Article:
December 05, 2023

What Is Business Email Compromise (BEC)?

By Kelly Kroening

In today’s fast-paced digital world, the threat of business email compromise (BEC) looms larger than ever. Imagine a scenario where a seemingly innocuous email from a senior-level executive requests an urgent fund transfer. Since the message is from a person of authority and seems urgent, you make that transfer. However, you soon realize that the person’s email was compromised, and you inadvertently wired funds into the hands of cybercriminals. This is just one example of how BEC, a sophisticated form of cybercrime, is wreaking havoc in the business landscape.

BEC scams — a particular form of phishing attack — involve attackers impersonating trusted entities to manipulate individuals into transferring funds or divulging sensitive information. These scams are on the rise today, especially thanks to the growing remote workforce. In 2022, the Federal Bureau of Investigation (FBI) received more than 21,000 BEC complaints, with estimated losses totaling more than $2.7 billion.

Since BEC scams are difficult to detect and prevent, managed service providers (MSPs) must be more vigilant than ever to defend against them. Even if you are leveraging an advanced threat protection (ATP) solution, your clients’ business-critical data might still be vulnerable to BEC attacks. That’s where Datto SaaS Defense can be your game changer. See how SaaS Defense’s data-independent technology helps you proactively defend against all malware, phishing and BEC attacks.

Now, let’s find out more about how BEC attacks work and what best practices you can follow to fortify your clients’ defenses against this growing menace.

What is business email compromise (BEC)?

Business email compromise is a type of phishing attack where the attacker forges a genuine-looking email message to trick the victims. Posing as a trusted figure within the organization, the attacker manipulates the victim into divulging sensitive information or performing unauthorized actions, such as fund transfers.

BEC attacks, also commonly referred to as email account compromise (EAC), are more specific and personalized than standard phishing emails, making them harder to detect. They are tailored to target specific individuals and might impersonate someone the intended victim corresponds with regularly over email. These attacks could also be free of malicious links, attachments or anything that could trigger an email security filter.

For instance, in BEC attacks, cybercriminals impersonate high-level executives, such as the CEO or CFO of an organization, to deceive employees into sharing sensitive financial information or doing immediate fund transfers or gift card purchases. By posing as an authoritative figure, the attackers aim to instill a sense of urgency and importance in their requests while reducing suspicion, thus increasing the likelihood of the victim complying with their demands.

What is the main goal of business email compromise?

The main objective of BEC attacks is financial gain. Cybercriminals carry out BEC attacks by manipulating individuals into transferring funds, disclosing sensitive information or performing actions that directly contribute to their monetary goals. However, an alarming aspect of these attacks is the use of stolen information as a launchpad to carry out further attacks and scams.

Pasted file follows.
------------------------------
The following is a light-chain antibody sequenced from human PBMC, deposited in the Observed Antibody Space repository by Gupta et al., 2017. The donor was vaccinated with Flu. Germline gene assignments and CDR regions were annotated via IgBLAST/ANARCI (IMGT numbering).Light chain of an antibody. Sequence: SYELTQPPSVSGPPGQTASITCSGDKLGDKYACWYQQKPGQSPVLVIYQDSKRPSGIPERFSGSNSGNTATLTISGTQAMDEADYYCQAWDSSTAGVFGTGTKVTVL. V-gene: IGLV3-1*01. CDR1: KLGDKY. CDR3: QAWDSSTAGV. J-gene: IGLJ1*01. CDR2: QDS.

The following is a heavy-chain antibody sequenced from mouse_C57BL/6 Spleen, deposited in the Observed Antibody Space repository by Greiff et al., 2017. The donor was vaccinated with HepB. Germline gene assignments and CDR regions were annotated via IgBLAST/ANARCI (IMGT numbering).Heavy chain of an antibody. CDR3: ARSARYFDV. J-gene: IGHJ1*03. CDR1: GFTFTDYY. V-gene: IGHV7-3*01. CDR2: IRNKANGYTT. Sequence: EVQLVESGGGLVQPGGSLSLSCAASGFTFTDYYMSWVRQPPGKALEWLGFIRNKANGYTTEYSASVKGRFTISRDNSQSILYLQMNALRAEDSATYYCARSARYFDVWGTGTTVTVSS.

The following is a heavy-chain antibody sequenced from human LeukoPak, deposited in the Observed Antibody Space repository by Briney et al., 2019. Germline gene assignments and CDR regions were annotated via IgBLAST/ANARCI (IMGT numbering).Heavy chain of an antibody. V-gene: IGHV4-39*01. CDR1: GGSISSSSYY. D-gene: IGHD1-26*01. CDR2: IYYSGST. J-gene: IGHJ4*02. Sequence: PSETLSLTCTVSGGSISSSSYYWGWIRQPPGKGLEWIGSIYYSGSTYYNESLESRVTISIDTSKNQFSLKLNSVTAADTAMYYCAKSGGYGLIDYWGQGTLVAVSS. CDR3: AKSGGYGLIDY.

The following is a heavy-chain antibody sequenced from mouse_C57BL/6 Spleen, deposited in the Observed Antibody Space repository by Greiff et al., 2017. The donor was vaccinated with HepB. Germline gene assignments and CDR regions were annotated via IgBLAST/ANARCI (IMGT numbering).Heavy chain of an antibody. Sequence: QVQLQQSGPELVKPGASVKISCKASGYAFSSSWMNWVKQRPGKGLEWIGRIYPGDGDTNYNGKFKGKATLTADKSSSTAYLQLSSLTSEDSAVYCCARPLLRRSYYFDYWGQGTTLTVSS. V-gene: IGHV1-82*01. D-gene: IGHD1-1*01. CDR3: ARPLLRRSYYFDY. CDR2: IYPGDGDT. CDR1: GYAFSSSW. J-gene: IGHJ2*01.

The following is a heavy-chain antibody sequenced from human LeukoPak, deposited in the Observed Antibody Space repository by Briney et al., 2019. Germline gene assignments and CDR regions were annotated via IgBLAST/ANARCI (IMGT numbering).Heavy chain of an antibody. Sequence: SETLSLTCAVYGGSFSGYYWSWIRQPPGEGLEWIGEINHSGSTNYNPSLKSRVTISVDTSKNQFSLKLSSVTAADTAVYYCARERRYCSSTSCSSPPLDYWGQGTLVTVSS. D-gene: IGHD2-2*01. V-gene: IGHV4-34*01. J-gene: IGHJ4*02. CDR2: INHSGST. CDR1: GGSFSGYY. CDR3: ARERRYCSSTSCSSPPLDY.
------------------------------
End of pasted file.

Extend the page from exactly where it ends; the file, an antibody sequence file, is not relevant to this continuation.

Attackers can use stolen personally identifiable information (PII) to target the customer base of the organization and launch additional scams and fraudulent activities. They can use the PII to perpetrate identity theft, financial fraud or even carry out targeted attacks on customers. The ripple effect of such attacks has the potential to cause irreparable damage to a business. Beyond immediate financial losses, the compromise of PII triggers a cascade of consequences — damaged customer trust, regulatory scrutiny and potential legal repercussions.

How does business email compromise work?

BEC attacks are designed to deceive people by using social engineering and impersonation techniques. Typically, BEC scams involve email or website spoofing, where the attacker makes minor changes to a legitimate company email or website address in order to trick users into opening the email and taking some action. BEC scams also make use of compromised email addresses, so the email may actually come from a legitimate email address.

What are some identifiers of a BEC attack?

To help you detect a BEC attack, here are some signs to watch out for:

Time urgency

BEC attacks often create a sense of urgency to manipulate targets into quick action. It could be an urgent email from a seemingly high-ranking executive requesting last-minute changes or a quick personal favor. The requests could also be timed to arrive at the end of the workday or week, further putting pressure on the targeted employees to complete the tasks before the end of business hours.

Figure 1: Urgent requests (Source: Microsoft)

Covert requests

BEC emails often appear as ordinary or harmless messages, which can deceive the recipient into thinking they are safe. By blending into the fabric of everyday communication, these emails evade immediate suspicion and often seek sensitive information or unauthorized actions. For example, it can be a seemingly routine email from a colleague requesting sensitive employee payroll information.

Mobile and personal mailboxes

Threat actors may use a common tactic of impersonating an executive’s personal email address, like a Gmail account, to bypass existing security measures. These emails could contain last-minute requests that ask the recipient to do a favor. Such emails often have a stock signature, which creates the illusion that the email was sent from the executive’s mobile phone.

Figure 2: Engaged Technology Consultants Inc.

Supply chain spoofing